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MGF

MGF Published: 16th May 2018 - 0 Comments - Be the first, contribute now!

MGF
MGF
MGF
MGF
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At last, the first new MG sports car for donkey’s years which wasn’t the same old, same old. MG may have been out of the game for almost two decades but it kept abreast with fast changing times and the MGF’s design has hardly dated since its launch. Apart from being fine driving, MGFs are cheap and easy to own with usual MG support.

Driving

While Mazda opted for retro with its conventional MX-5, MG went radical with a mid-engine, Allegrosourced gas suspension design…

Don’t laugh – retuned, it works well with this mid-engine layout, giving an amazing ride for such a full on sports car. Another pleasant surprise is the MGF’s sheer userfriendliness for such an extreme chassis concept as mid-ship chassis layouts inherently can be quite unforgiving on the limit but this simply isn’t the case with a good well sorted and tyred MGF.

Performance from the crisp K-Series engine is zesty across the range (even the entry level 1.6 is unexpectedly livelier than you’d give it credit for); it’s just that the MGF can feel a tad lazy due to the unusually high gearing employed – you really need to drop a cog or two to make one fly – but the payback is outstanding fuel economy with some owners reporting almost 40mpg. But perhaps best thing of all is that the F looks, and feels, like a proper MG should!

 

Values

It’s hard to find a better value serious sports car than this MG but on the other hand, many are in sorry state and hardly worth saving let alone owning. Given their low prices, buy the best you can from the outset and look to one of a number of specialists who are retailing guaranteed, refurbished cars (complete with new head gaskets etc) from around £4500 upwards if you can stretch to this.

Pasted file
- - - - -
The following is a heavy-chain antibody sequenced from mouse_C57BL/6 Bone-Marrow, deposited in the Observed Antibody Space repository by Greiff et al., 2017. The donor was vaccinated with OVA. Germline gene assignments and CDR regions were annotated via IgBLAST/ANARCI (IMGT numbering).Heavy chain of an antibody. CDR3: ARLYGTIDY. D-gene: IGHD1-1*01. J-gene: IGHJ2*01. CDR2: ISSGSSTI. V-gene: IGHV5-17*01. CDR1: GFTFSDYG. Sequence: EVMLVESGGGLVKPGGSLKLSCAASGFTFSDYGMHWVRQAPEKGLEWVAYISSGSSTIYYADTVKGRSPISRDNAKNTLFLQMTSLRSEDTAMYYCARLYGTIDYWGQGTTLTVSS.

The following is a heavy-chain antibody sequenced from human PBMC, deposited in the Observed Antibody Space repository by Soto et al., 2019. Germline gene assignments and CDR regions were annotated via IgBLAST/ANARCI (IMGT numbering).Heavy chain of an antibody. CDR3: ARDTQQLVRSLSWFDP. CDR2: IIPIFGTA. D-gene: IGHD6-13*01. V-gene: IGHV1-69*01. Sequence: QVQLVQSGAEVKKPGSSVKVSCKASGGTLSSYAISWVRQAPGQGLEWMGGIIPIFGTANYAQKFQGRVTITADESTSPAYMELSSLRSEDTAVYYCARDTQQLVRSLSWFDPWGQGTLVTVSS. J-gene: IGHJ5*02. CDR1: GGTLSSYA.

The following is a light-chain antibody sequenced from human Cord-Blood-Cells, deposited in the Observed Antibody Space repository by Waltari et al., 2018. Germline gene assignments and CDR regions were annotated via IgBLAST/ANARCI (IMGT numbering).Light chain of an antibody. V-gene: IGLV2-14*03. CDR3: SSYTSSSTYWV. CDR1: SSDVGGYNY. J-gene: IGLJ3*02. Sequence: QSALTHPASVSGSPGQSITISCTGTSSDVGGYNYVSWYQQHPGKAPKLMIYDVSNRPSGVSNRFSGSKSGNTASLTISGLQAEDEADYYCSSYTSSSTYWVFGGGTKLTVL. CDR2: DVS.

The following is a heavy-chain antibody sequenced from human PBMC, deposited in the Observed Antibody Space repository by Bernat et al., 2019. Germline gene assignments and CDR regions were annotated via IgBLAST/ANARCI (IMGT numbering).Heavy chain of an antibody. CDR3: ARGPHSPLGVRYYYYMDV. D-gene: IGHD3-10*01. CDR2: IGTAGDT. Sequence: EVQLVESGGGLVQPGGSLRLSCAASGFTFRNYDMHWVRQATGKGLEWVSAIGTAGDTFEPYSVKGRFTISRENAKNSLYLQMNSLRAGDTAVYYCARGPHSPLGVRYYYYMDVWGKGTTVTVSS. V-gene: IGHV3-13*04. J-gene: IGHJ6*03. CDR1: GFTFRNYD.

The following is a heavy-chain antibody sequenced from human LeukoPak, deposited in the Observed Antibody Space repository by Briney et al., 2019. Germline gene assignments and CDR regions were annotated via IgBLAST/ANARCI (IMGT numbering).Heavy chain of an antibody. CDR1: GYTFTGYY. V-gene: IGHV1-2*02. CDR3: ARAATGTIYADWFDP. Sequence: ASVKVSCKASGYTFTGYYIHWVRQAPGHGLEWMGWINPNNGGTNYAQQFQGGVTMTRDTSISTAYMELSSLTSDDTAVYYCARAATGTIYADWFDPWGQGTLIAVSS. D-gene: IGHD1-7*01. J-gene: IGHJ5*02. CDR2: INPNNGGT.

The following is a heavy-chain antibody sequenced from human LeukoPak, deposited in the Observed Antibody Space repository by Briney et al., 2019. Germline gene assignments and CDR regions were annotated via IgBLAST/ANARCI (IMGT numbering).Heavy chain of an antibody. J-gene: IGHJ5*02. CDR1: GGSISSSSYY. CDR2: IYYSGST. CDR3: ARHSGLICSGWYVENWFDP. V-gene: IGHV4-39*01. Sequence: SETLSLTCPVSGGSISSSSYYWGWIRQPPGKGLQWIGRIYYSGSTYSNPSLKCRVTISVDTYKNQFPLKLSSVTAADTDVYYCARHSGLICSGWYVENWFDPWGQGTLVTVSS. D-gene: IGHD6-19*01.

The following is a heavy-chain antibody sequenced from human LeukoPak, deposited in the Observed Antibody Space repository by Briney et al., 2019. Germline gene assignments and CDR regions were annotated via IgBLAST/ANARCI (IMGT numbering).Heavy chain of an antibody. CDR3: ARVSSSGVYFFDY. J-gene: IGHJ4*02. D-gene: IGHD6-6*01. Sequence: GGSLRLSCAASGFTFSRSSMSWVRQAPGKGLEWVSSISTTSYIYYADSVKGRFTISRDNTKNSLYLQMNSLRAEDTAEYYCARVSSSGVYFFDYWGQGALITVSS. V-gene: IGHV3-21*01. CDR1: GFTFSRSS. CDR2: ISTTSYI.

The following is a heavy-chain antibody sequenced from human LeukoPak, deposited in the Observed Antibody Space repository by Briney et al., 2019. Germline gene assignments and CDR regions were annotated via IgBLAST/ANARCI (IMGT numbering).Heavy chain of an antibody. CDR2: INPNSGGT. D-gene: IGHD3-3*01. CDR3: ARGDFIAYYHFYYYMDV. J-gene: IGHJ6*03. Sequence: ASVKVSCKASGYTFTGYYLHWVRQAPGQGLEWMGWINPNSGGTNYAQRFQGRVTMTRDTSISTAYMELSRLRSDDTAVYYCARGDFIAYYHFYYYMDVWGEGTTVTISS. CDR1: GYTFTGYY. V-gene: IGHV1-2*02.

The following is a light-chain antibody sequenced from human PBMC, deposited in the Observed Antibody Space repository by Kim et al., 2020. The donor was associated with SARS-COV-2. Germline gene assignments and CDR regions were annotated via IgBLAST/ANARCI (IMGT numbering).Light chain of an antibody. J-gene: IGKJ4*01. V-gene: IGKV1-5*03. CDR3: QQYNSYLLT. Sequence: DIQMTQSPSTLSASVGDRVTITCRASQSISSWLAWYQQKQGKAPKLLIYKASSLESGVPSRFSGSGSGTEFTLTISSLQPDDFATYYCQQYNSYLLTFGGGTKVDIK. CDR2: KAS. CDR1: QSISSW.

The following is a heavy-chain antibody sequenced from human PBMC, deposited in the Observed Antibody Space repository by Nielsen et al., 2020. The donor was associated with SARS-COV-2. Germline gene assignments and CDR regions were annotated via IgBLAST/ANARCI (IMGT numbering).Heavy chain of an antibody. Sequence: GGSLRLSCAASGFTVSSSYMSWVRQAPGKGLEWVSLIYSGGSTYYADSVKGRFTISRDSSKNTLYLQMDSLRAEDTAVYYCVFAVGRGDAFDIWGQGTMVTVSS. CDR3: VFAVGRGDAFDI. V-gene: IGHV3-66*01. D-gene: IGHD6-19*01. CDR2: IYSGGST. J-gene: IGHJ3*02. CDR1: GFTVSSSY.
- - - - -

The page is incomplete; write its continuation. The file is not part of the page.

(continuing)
Timeline

1995 Launched, to instant acclaim; up gunned 1.8-litre version of the new K-Series for 120bhp. Five-speed plus electrically-operated power steering is optional

1996 VVC-equipped cars comes with enticing rev-happy 145bhp

1997 First of a long series of special editions is announced: the Abingdon: Brooklands Green paint, beige leather trim and hood, 16-inch alloys and some extra chrome

1999 The next to appear is, the 75 LE, commemorating 75 years of MG production. With black and red paint, leather and extra chrome, there are also 16-inch alloys. Revised MGF is announced for 2000 with detail changes and a body-coloured windscreen surround. Also, the CVT Steptronic joins the range, with paddle-shifts and six ratios and another limited edition; the Wedgwood SE

2001 1.6 and 160 Trophy top and tail the range

 

Top five faults

 

History

Most have been neglected due to low values. Plenty around so choose with care

 

Engine

K-Series head gasket is a weak spot – not a case of if but when… The key is to ensure the coolant level is maintained. Fixing a blown head gasket costs around £500 and as a result can write off many average examples

Rust

Most vulnerable areas include sills, floorpan, suspension points, subframes and wheel arches. BMH has some panels though

Suspension

Gas spheres leak and replacement hard to find; most will be out of gas by now. Also geometry is critical and rarely right. Specialist Mike Satur has just released new coil-over conversion kit (see News pages)

Running gear

Rear brake callipers seize and replacement is usually only cure; gear linkages can play up but worst transmission fault concerns the automatics which not only stump performance but are notoriously unreliable and repairs (think up to £3000) invariably outstrip the value of majority of cars

Best models

 

1.8

Adequate performance for many and there’s more of them. Smaller, sweeter 1.6 isn’t the sluggard you’d expect from 115bhp either

 

VVC

Variable valve timing gives the MGF the zest it needs and is no harder to maintain; tuned ones may have system disconnected however

 

Trophy

Best specified; 160bhp tune. Other benefits include huge AP racing-style front callipers now gripping vented discs plus a special lowered suspension



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